(All Album Reviews by friendselectric)
This is the only live album I have by the ISB and it is pretty good and in some spots it can drag. It was recorded in Vancouver, Canada in 1972. The great thing about this live album that I can't stand about others is that they don't cut out the talk between songs and here it shows that they have a good connection with their album and that they clearly enjoy playing and what they do.
They storm through "Cousin Caterpillar" and it rocks in good fashion using primarily acoustic instruments, as only they can. I'm not sure who plays drums here as when Robin introduces the band he only introduces Mike, Malcom, Gerard, and himself. The next song, which Robin says that he wrote about a political figure he had seen on TV countless times, and it is called "I Know That Man". In it's previous phase it was a serious political song but they lighten the mood and Robin kind of turns it into a song where he warns a female friend about an older suitor. It starts out with hard strummed acoustic guitar and rollicking piano. It is a kind of sing-along song with both Robin and Mike singing in harmony. It gets into a kind of funny jam with kazoos, piano, and violin.
The next song, which Robin says is an old Irish tune, and is centuries old, is called "The Circle is Unbroken". He changes the words because he doesn't know Gaelic and turns it into a protest song over the Irish war. It starts out with church-like organ and soloing recorders and has an achingly sad melody. With Robin singing his heart out, it is agreat performance, and very Celtic indeed. The next song, "Wild Cat Blues", isn't really so much a blues as it is a sort of Dixieland jazz song, with Gerard's clarinet. I don't care too much for this song, but there is some nice mandolin work in there.
The next song, probably the most famous song Robin Williamson has written, is of course, "First Girl I Loved". Judy Collins covered it as "First Boy I Loved". The original version is the one I like best ,which has Robin singing frailly, but beautifully as well, some heartfelt lyrics about his first love. He turns it into a bossa nova, which is interesting, but not overly enjoyable. The next song, by Mike Heron, is a whimsical folk-rock done as only they can, called "Every Thing's Fine Right Now". It is done with mandolin, acoustic guitar, light percussion, and of course, kazoos. I hate kazoos to put that to rest. It is relatively short, at 2:25. The next song, "Old Buccaneer", is about a pirate and is sung by Robin. I don't particularly like this song, as it includes more clarinet but it does have some electric guitar to offset the mood a little. Robin also improvises vocally at the end of the song, which is somewhat entertaining.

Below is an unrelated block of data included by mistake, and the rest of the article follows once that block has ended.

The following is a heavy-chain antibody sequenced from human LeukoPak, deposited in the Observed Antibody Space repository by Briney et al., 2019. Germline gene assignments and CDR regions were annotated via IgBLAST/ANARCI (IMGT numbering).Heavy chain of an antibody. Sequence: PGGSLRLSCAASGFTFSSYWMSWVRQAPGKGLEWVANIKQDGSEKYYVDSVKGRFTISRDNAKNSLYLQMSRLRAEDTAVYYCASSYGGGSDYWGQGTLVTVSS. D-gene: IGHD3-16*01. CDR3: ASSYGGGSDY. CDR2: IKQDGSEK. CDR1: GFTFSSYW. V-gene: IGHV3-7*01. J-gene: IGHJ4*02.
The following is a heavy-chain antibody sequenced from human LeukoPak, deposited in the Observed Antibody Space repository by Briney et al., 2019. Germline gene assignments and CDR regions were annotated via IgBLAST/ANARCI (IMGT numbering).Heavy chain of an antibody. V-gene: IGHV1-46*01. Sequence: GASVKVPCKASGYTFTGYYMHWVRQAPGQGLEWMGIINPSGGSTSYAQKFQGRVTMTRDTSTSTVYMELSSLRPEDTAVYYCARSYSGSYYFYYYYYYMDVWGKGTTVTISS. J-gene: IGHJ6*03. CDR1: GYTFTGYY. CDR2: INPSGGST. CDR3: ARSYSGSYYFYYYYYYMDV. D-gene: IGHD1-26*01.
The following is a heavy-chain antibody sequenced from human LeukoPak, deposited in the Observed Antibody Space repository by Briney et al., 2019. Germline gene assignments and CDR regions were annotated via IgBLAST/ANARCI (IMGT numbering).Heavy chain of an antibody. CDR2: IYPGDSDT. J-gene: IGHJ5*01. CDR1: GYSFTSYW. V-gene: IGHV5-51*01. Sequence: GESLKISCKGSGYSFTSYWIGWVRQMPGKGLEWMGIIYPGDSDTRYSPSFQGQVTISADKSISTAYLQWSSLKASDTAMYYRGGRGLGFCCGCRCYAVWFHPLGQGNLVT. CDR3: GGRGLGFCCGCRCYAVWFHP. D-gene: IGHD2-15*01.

"Catwalk Rag" is a piano rag played by Gerard and written by Scott Joplin. It is well played as it should be, as Gerard Dott is a trad-jazz musician. "Gile Crocodile" is a funny, whimsical song about a criminal crocodile. Robin pronounces Crocodile the German way. The problem though, as with some ISB songs, is that goes on for an agonizingly long nine minutes with not much going on instrumentally. The next song, "Turquoise Blue", is described by Mike as a love song to nature written while on holiday in California. It is enjoyable and it sounds like a Moody Blues song albeit with a clarinet. It starts out with some bright acoustic guitar, flute, light drum work, and clarinet. In the middle Gerard takes a clarinet solo.
Up next, is my favorite song on here besides an upcoming song, is called "My Father Was A Lighthouse Keeper" and it is written and sung by Malcom. It is a sort-of rock song that starts out with drumming, strummed electric guitar, and some organ. I've heard someone call Malcom a really gay Mick Jagger but I can't be sure, as his performance doesn't sound campy at all. The next song is a fast paced folk rocker called "Black Jack David" and it is nothing to write home about. The last song, taken from a 1974 BBC performance is called "Ithakos" and it is their prog-rock epic and it runs over twenty minutes long. It starts with some loud drumming and start stop electric violin and some good bass-work. A synthesizer is introduced and then Mike plays some appropriate Bozouki and is joined by some walking bass lines with organ and piccolo accompaniment. A synth then plays a melody and a sort of solo. At around 3:00 an electric guitar enters and plays some cool lines with a piccolo soloing and then it reverts back to the beginning with the start- stop violin and then someone comes in with some Gilmour-esque majestic electric guitar work. That is all I will tell you as it will be a kind of cliff-hanger that hopefully will leave you wanting more. All in all, an all right live album, except that it lacks energy and the two best songs are a departure for ISB.